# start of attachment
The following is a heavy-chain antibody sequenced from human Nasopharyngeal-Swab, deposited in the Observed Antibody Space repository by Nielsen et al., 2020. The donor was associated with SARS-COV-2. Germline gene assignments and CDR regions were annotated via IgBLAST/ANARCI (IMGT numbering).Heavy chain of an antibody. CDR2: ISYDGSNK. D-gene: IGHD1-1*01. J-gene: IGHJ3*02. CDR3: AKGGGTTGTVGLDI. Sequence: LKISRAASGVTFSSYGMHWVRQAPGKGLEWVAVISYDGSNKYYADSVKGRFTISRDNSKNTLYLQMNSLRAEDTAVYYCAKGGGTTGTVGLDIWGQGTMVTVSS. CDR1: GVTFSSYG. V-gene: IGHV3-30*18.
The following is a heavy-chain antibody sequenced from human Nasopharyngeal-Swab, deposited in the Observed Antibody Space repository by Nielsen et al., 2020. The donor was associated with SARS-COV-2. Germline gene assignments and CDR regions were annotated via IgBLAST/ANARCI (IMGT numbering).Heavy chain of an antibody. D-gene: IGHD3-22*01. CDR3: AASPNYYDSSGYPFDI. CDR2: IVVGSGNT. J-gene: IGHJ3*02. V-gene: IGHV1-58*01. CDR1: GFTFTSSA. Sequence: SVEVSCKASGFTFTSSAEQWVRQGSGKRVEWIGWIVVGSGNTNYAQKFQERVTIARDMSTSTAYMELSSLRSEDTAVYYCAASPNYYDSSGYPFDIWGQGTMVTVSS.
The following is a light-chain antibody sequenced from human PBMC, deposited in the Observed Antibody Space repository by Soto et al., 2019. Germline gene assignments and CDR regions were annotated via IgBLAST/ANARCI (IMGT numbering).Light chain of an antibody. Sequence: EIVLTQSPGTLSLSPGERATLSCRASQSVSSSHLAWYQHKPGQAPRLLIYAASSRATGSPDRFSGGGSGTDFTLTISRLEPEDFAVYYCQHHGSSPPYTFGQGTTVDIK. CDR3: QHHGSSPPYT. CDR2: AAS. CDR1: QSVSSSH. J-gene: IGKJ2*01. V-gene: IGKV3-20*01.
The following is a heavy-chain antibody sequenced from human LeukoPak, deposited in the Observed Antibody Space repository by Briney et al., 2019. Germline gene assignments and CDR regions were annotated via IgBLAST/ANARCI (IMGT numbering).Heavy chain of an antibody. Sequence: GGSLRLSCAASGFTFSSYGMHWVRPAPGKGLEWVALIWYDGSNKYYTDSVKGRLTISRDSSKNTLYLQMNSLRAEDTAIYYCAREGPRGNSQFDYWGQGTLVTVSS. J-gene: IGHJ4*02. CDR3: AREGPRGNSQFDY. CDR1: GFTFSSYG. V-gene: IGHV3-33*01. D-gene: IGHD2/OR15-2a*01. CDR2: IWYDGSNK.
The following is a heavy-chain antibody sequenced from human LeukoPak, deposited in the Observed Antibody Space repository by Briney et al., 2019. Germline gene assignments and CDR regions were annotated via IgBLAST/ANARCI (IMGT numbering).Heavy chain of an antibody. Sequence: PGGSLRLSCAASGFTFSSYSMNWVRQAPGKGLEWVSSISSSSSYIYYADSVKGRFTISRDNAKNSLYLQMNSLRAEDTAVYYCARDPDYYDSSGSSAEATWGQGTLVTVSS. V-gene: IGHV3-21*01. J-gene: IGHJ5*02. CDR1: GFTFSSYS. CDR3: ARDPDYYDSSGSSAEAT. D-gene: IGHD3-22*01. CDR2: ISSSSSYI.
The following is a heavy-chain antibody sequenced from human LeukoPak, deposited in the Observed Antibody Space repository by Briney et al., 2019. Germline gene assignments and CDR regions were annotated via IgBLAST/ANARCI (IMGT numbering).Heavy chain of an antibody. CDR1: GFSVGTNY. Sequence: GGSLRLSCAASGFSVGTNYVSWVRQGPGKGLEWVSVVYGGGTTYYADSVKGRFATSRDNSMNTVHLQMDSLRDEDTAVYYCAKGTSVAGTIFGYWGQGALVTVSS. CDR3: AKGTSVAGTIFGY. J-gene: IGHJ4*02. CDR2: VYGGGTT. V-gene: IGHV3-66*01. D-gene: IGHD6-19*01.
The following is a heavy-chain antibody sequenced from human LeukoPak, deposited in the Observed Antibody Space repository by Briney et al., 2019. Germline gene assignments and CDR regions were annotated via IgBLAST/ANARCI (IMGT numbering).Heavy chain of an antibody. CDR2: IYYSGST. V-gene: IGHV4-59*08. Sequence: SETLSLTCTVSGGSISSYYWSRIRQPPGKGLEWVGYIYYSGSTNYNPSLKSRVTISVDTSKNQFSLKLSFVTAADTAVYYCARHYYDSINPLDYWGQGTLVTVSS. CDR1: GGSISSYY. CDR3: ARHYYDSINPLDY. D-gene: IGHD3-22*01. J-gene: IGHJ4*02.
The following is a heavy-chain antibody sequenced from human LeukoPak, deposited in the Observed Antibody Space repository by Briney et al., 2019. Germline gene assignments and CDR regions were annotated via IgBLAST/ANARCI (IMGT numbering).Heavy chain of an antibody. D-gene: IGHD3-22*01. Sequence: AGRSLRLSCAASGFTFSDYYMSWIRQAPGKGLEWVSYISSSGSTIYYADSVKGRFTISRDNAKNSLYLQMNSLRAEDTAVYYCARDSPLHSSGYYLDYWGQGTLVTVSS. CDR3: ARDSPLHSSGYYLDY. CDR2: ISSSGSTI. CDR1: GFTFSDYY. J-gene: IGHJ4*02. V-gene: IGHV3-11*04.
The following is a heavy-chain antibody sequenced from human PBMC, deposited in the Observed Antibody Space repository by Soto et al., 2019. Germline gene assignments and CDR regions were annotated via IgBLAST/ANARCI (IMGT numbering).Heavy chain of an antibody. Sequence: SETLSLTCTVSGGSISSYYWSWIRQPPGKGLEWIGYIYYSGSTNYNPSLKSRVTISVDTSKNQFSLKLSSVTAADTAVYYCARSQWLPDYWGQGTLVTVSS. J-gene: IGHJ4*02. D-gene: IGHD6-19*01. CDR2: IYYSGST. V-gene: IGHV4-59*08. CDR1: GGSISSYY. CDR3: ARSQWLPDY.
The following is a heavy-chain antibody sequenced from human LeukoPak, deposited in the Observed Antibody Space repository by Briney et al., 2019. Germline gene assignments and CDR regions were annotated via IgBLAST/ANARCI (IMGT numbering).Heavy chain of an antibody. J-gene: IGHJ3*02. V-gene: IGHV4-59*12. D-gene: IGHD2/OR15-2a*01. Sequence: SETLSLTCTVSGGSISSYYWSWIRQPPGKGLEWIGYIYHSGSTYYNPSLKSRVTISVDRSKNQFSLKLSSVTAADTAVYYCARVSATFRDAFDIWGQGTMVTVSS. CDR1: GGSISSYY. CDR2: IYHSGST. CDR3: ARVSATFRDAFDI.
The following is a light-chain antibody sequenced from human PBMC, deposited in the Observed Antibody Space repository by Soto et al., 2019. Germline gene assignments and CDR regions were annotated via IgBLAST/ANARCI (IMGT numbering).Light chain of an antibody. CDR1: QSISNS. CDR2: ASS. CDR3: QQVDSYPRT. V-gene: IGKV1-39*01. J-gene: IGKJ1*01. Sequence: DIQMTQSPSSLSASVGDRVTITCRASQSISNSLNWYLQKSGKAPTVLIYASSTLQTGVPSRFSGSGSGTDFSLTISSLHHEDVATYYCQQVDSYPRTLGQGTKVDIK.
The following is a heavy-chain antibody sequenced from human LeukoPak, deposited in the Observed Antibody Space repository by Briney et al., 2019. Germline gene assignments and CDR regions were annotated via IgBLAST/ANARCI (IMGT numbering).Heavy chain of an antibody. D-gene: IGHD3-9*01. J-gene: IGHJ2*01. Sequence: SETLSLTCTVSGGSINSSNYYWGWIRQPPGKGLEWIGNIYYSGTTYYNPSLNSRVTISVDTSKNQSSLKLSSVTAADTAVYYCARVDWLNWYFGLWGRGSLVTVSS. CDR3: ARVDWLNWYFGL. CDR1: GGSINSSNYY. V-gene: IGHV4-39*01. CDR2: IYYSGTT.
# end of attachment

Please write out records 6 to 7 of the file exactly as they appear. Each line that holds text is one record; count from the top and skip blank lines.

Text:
The following is a heavy-chain antibody sequenced from human LeukoPak, deposited in the Observed Antibody Space repository by Briney et al., 2019. Germline gene assignments and CDR regions were annotated via IgBLAST/ANARCI (IMGT numbering).Heavy chain of an antibody. CDR1: GFSVGTNY. Sequence: GGSLRLSCAASGFSVGTNYVSWVRQGPGKGLEWVSVVYGGGTTYYADSVKGRFATSRDNSMNTVHLQMDSLRDEDTAVYYCAKGTSVAGTIFGYWGQGALVTVSS. CDR3: AKGTSVAGTIFGY. J-gene: IGHJ4*02. CDR2: VYGGGTT. V-gene: IGHV3-66*01. D-gene: IGHD6-19*01.
The following is a heavy-chain antibody sequenced from human LeukoPak, deposited in the Observed Antibody Space repository by Briney et al., 2019. Germline gene assignments and CDR regions were annotated via IgBLAST/ANARCI (IMGT numbering).Heavy chain of an antibody. CDR2: IYYSGST. V-gene: IGHV4-59*08. Sequence: SETLSLTCTVSGGSISSYYWSRIRQPPGKGLEWVGYIYYSGSTNYNPSLKSRVTISVDTSKNQFSLKLSFVTAADTAVYYCARHYYDSINPLDYWGQGTLVTVSS. CDR1: GGSISSYY. CDR3: ARHYYDSINPLDY. D-gene: IGHD3-22*01. J-gene: IGHJ4*02.